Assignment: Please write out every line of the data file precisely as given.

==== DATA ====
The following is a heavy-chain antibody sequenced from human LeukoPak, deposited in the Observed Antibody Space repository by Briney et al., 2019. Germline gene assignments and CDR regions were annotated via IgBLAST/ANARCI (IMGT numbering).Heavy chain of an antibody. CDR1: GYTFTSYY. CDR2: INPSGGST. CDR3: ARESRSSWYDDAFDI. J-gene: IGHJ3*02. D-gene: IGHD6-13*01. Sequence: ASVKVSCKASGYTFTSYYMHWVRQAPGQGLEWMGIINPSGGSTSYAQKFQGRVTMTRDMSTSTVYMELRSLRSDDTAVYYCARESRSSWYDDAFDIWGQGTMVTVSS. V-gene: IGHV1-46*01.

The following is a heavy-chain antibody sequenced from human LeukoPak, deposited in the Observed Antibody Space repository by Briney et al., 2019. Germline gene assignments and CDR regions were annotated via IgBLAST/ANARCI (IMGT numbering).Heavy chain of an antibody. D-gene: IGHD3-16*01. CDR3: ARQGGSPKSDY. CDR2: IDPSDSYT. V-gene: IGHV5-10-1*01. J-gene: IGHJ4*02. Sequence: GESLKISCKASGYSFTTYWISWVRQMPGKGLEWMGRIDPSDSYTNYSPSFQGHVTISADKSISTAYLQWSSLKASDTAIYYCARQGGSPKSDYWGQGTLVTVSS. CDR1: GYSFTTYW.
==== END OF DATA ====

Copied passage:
The following is a heavy-chain antibody sequenced from human LeukoPak, deposited in the Observed Antibody Space repository by Briney et al., 2019. Germline gene assignments and CDR regions were annotated via IgBLAST/ANARCI (IMGT numbering).Heavy chain of an antibody. CDR1: GYTFTSYY. CDR2: INPSGGST. CDR3: ARESRSSWYDDAFDI. J-gene: IGHJ3*02. D-gene: IGHD6-13*01. Sequence: ASVKVSCKASGYTFTSYYMHWVRQAPGQGLEWMGIINPSGGSTSYAQKFQGRVTMTRDMSTSTVYMELRSLRSDDTAVYYCARESRSSWYDDAFDIWGQGTMVTVSS. V-gene: IGHV1-46*01.

The following is a heavy-chain antibody sequenced from human LeukoPak, deposited in the Observed Antibody Space repository by Briney et al., 2019. Germline gene assignments and CDR regions were annotated via IgBLAST/ANARCI (IMGT numbering).Heavy chain of an antibody. D-gene: IGHD3-16*01. CDR3: ARQGGSPKSDY. CDR2: IDPSDSYT. V-gene: IGHV5-10-1*01. J-gene: IGHJ4*02. Sequence: GESLKISCKASGYSFTTYWISWVRQMPGKGLEWMGRIDPSDSYTNYSPSFQGHVTISADKSISTAYLQWSSLKASDTAIYYCARQGGSPKSDYWGQGTLVTVSS. CDR1: GYSFTTYW.